Of the approximately 4 million Yellowstone visitors each year, about 50,000 of them fish. Anglers 16 years of age or older must have a valid National Park fishing permit to fish in the park (state fishing licenses are not valid). 3-day permit: $18; 7-day permit: $25; and season-long permit: $40.
Join a ranger for a scheduled program to learn about the wild communities, history and geology of the park.
General Information about Yellowstone
Need information? Then check out one of the 10 visitor centers:
- Albright Visitor Center (open June to September)-Mammoth Hot Springs.
- Canyon Visitor Education Center (open late Spring through mid Fall)-Canyon Village.
- Fishing Bridge Visitor Center & Trailside Museum (open May to September)-Lake Yellowstone.
- Grant Visitor Center (open May to October)-western shore of Yellowstone Lake, a short distance south of the West Thumb Geyser Basin.
- Madison Information Station & Trailside Museum (open May to October)-Located between Madison Junction and Old Faithful.
- Museum of the National Park Ranger (open May to September)-off the Grand Loop Road at the entrance to Norris Campground.
- Norris Geyser Basin Museum & Information Station (open May to October)-1/4 mile east of Norris Junction just off the Grand Loop Road.
- Old Faithful Visitor Education Center (open daily throughout the year, with two month-long closed periods in the fall and spring)-Upper Geyser Basin at Old Faithful.
- West Thumb Information Station (open May to October)-north of Grant Village and on Lake Yellowstone.
- West Yellowstone Visitor Information Center (open May through September, and open weekdays, early November through April)-in the West Yellowstone Chamber of Commerce.
- $35 Yellowstone-Private Vehicle (good for 7 days)
- $30 Yellowstone-Motorcycle (good for 7 days)
- $20 Yellowstone Hiker/Biker (good for 7 days)
- $70 Yellowstone Annual Pass
- $80 America the Beautiful Annual Pass (recommended if you’re going to multiple parks)
Use this Yellowstone Map to get familiar with the areas ahead of time.
Tips from the National Park Service
Here are some of the rules that the National Park Service has come up with to help protect the delicate balance between parkgoers and wildlife:
- To protect yourself and the animals you come to watch, always remain at least 100 yards from bears or wolves, and at least 25 yards from all other wildlife.
- Never approach or pursue an animal to take its picture: use binoculars or telephoto lenses to get a better view.
- If an animal moves closer to you, back away to maintain a safe distance.
- If you cause an animal to move, you’re too close. It’s illegal to willfully remain near or approach wildlife, including birds, within any distance that disturbs or displaces the animal.
- Park in roadside pullouts when watching/photographing animals: do not block traffic.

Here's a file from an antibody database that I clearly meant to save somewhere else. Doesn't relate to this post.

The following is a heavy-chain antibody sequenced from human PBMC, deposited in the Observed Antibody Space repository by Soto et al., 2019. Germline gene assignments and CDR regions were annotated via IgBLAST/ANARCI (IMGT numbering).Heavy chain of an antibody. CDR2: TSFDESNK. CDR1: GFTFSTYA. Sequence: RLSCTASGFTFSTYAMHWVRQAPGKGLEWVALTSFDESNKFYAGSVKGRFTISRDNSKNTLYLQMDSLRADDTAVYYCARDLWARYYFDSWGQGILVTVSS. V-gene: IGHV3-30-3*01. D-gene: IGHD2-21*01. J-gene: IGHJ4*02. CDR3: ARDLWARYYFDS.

- Stay in or next to your car when watching bears. If a bear approaches or touches your car, honk your horn and drive away to discourage this behavior.
Yellowstone Must See Spots
Yellowstone has almost 60 percent of the world’s geysers. Within one square mile, there are at least 150 of these hydrothermal wonders. 5 of these major geysers are predicted regularly by the Yellowstone staff: Castle, Grand, Daisy, Riverside, and Old Faithful.
“Old Faithful is one of nearly 500 geysers in Yellowstone and one of six that park rangers can currently predict. It is uncommon to be able to predict geyser eruptions with regularity and Old Faithful has lived up to its name, only lengthening the time between eruptions by about 30 minutes in the last 30 years. The reliability of Old Faithful inspired early developers to build special viewing areas, lodging, and concessions for visitors to watch eruptions.”
Grand Canyon of the Yellowstone
The Yellowstone River becomes a waterfall as it plunges 308 feet over the Lower Falls. Artist Point is the easier spot to view the falls or choose the Lower Falls trail. It’s quite steep (328 steps down) and loaded with switchbacks, which means as challenging as it is to descend, it’s that much harder to walk back up! But this spot is awe-inspiring as visitors are fingertips aways from the waterfall as it roars past. A fabulous photo opportunity.
Grand Prismatic Spring
Also a MUST SEE is the jaw-dropping Grand Prismatic Spring at the Midway Geyser Basin. It’s larger than a football field and deeper than a 10-story building! What captivates is its gorgeous colors. Alongside Grand Prismatic, you’ll find Excelsior Geyser, Turquoise Pool, and Opal Pool.
Arrive early and/or stay late.
Park entrances are generally busiest from 9 am to 11 am. And since it doesn’t get dark during the summer until 9PM, stay late and there will be fewer crowds as dinner time approaches.
Get the apps.
Be Patient and Prepared.
Summer is the busiest season of the year. It’s the best time to see a variety of wildlife – wolves, bears, moose, elk, and deer. Temperatures usually hover at 70F with cooler temperatures at night. Some elevations see freezing temperatures overnight. And watch out-thunderstorms are common in the afternoons.
Follow the Rules.
DO NOT approach the animals. It’s called WILDlife for a reason.
Stay on boardwalks and paths because they are designed to protect guests and the land. Hot springs are very dangerous! They injure/kill more people than any other natural feature in the park.